Arthritis is generally considered an old people’s disease, inevitable as we age. However, arthritis is also related to stress and wear and tear on the skeletal system, which can occur at any age. Genetics, labor-intensive jobs, high impact sports, previous injuries, and certain lifestyle habits such as smoking are all contributory factors.
There are different forms of arthritis, brought on in different ways. While they can all be painful and uncomfortable, it is good to understand the different conditions to best know how to treat them.
Osteoarthritis is a degenerative joint disease and the most common form of arthritis. Joint cartilage degrades, exposing bone surfaces to damage that often results in pain, stiffness, tenderness, and swelling. Abnormalities may also develop in the bone or soft tissue, based upon the added friction and inflammation.
Rheumatoid Arthritis is an autoimmune disease where the immune system attacks the body’s own healthy joints. Antibodies present in the blood target the body tissue, resulting in inflammation, pain, swelling, stiffness, damage, and loss of joint function. Multiple organs in the body can also be affected by rheumatoid arthritis.
Nowadays, aside from traditional medication treatments for arthritis, advanced research and treatments such as Stem Cell Therapy are giving arthritis sufferers new hope. Evidence continues to show that the usage of Stem Cell Therapy has better and faster outcomes. It can also help regulate the immune system.
What Is Stem Cell Therapy?
Stem cell therapy is at the core of a new medical technology called regenerative medicine. Today it is being utilized as a cutting-edge treatment for complex diseases such as Alzheimer’s, Parkinson’s, Diabetes, and Rheumatoid Arthritis.
Mesenchymal stem cells (MSCs) are used for musculoskeletal treatment. They can evolve into bone, cartilage, or fat cells. Stem cells are then injected into the damaged area to stimulate healing. New cells are actually being injected into the area to heal, repair, or replace damaged ones.
Some specialists combine regenerative therapies to achieve optimal outcomes. Stem cell therapy can also be used in conjunction with platelet-rich plasma (PRP) to relieve neck arthritic pain.
The genius science behind stem cell therapy is simple — to utilize your own tissues to naturally stimulate healing, without surgery or the risk of side effects.
What are Stem Cells?
Stem cells are the chameleon cells of the body. They are undifferentiated (non-specific) cells, which can be transferred to diseased areas where they effectively become new bone, cartilage, or fat cells. This gives them the title of “building block” cells for the body.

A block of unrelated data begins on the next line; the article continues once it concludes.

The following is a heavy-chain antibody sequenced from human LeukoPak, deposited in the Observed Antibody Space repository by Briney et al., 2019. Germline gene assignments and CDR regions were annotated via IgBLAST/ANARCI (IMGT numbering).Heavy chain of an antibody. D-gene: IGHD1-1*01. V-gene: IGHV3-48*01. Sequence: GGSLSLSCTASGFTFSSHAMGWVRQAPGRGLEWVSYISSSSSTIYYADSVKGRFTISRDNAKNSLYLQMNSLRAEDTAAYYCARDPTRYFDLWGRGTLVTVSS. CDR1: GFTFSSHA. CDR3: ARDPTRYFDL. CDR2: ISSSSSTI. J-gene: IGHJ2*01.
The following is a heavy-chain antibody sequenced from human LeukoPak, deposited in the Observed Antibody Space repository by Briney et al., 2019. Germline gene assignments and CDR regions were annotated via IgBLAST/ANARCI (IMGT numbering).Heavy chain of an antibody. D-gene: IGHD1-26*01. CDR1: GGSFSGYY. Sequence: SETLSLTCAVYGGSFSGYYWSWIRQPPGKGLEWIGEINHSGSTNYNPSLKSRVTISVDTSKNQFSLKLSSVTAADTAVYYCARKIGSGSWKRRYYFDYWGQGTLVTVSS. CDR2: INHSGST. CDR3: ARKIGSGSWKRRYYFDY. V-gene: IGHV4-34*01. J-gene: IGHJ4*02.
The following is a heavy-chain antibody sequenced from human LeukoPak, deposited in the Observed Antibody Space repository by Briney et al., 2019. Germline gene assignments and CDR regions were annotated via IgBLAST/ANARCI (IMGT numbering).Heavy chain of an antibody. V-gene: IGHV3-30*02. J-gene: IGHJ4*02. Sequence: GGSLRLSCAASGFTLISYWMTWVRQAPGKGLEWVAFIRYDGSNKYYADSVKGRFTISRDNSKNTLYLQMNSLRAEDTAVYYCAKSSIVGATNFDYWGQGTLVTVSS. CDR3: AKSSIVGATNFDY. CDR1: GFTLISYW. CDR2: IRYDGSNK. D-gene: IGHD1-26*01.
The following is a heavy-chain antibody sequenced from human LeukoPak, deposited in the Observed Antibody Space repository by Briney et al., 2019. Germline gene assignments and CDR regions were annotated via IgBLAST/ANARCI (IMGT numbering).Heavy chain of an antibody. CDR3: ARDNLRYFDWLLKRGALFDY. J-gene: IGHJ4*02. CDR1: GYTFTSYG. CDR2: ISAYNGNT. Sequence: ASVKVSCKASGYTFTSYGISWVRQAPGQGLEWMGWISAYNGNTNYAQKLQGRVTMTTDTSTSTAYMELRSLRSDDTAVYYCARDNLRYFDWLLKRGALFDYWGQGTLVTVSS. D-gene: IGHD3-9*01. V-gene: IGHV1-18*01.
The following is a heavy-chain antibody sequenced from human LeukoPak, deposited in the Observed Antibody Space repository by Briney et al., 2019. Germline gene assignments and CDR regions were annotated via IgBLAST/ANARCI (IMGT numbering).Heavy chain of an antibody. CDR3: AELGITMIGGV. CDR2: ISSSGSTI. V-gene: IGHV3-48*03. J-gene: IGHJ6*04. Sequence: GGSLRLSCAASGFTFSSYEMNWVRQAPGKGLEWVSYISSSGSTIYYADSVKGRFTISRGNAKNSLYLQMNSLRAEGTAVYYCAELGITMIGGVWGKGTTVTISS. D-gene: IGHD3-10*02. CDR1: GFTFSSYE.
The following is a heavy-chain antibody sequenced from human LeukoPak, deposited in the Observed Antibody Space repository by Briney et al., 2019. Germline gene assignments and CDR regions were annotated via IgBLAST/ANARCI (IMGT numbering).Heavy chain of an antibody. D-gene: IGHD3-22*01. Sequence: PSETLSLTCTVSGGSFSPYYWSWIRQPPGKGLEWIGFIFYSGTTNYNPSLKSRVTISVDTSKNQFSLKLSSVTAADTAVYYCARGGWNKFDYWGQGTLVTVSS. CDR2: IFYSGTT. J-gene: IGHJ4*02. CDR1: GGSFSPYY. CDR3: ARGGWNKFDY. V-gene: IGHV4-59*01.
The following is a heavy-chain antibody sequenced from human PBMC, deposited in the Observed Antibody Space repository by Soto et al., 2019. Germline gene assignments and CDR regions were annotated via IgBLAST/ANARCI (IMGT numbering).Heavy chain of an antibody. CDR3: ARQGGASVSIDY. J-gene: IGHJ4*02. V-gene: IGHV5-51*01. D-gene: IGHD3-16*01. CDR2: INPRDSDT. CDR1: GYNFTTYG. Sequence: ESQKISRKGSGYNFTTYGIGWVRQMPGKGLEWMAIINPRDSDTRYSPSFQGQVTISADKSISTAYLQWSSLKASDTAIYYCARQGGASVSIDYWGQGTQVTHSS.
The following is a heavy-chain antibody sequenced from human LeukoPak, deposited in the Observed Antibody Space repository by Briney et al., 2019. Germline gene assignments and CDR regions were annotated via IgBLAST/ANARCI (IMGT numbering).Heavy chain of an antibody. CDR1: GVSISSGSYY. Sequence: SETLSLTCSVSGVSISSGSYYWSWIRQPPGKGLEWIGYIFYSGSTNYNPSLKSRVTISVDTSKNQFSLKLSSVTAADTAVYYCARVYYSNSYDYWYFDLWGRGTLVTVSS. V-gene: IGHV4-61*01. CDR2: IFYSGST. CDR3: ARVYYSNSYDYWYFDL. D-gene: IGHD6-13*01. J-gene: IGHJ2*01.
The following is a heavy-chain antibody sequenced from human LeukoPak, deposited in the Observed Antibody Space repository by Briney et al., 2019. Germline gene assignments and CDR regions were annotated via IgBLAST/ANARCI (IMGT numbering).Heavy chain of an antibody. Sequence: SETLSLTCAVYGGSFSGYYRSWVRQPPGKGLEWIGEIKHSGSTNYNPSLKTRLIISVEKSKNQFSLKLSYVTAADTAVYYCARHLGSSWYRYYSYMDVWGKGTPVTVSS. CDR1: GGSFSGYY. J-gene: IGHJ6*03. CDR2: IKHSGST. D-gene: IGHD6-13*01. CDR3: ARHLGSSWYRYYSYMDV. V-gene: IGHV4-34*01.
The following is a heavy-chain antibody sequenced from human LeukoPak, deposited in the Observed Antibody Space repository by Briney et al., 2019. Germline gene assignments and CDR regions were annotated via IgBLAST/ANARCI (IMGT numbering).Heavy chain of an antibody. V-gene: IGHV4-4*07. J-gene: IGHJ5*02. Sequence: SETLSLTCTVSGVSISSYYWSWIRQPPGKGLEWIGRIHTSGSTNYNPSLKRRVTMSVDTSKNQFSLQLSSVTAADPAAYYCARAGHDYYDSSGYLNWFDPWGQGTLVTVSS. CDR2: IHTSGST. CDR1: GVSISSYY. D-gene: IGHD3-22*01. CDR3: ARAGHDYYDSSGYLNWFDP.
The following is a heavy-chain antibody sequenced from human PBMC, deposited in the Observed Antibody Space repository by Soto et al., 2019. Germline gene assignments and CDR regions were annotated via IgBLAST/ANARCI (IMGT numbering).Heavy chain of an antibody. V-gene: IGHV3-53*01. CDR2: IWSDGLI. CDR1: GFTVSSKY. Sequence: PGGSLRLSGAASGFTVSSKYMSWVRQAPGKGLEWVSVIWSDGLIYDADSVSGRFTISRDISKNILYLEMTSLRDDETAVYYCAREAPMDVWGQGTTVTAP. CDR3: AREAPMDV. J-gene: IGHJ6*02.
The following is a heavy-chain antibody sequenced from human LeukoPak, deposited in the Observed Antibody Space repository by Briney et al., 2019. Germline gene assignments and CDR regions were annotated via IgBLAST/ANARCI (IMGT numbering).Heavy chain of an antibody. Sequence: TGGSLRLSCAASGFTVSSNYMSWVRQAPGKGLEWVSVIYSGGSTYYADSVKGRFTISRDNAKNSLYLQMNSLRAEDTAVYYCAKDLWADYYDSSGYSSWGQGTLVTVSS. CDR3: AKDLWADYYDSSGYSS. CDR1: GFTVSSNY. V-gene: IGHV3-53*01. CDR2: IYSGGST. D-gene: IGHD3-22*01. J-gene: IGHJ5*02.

Stem cells can transform into cells of the brain, heart, muscle, tissue, cartilage, and other organs. They can uniquely renew themselves and evolve into multiple generations of new cells, even replacing damaged cells in different organs. These cells are taken directly from your body and are injected into the affected organ to stimulate a healing response.
Stem cells can be categorized as embryonic stem cells or adult stem cells. Embryonic stem cells are derived from a human fetus; there are many ethical concerns with embryonic stem cells, and these are not widely used as of yet.
Adult stem cells are derived from adults, sometimes from their very own tissue (this is called autologous). they are divided into different categories. The types of adult stem cells used to treat musculoskeletal issues are known as mesenchymal stem cells (MSCs). These are multipotent cells that can differentiate only into bone cells, cartilage cells, or fat cells.
MSCs manufacture anti-inflammatory agents to reduce inflammation of damaged cells and tissues. They do not suppress the patient’s immune system. They also generate T-regulatory cells, immune cells that protect the body from immunological self-attack.
How are MSCs Obtained
Stem cells are found at multiple storage sites in the human body. Extracting them from the hip bone (iliac bone) is easiest. The procedure takes minutes and causes minimal discomfort. The stem cells are obtained and re-injected at the site within minutes.
This procedure can be done in the doctor’s office. The patient lies face down on the examination table. The skin and cortex of the hip bone are numbed with a local anesthetic. With X-ray (fluoroscopic) guidance, a special needle is passed through the bone of the cortex of the hip bone into the bone marrow. The liquid marrow – containing the stem cells – is withdrawn into a syringe.
The stem cells are taken to the lab and placed in a specialized machine called a centrifuge. The bone marrow solution is spun at a fast speed to separate the stem cells. The concentrated stem cells are transferred to a new syringe.
The damaged area is pinpointed via ultrasound or fluoroscopy. It is sterilized and the surrounding skin is numbed. Using imaging the needle is guided to the site of injury, and the stem cell solution is injected. For neck and shoulder pain, the procedure should be painless and quick, getting you on the path towards pain-free mobility.
In most cases, patients respond well after just one treatment; others may require two to three injections within a span of one year. Some patients feel the difference very soon after the treatment, although it normally takes two to three months after completion of treatment protocols. If you consider the science behind the treatment, you have to give the stem cells time to regenerate healthy tissue in areas of damage or disease.
Call National Stem Centers at our New York office at (646) 448-0427, or (516) 403-1457 for Long Island, to find out if you are a good candidate for stem cell therapy for your neck arthritis, and to schedule your free consultation.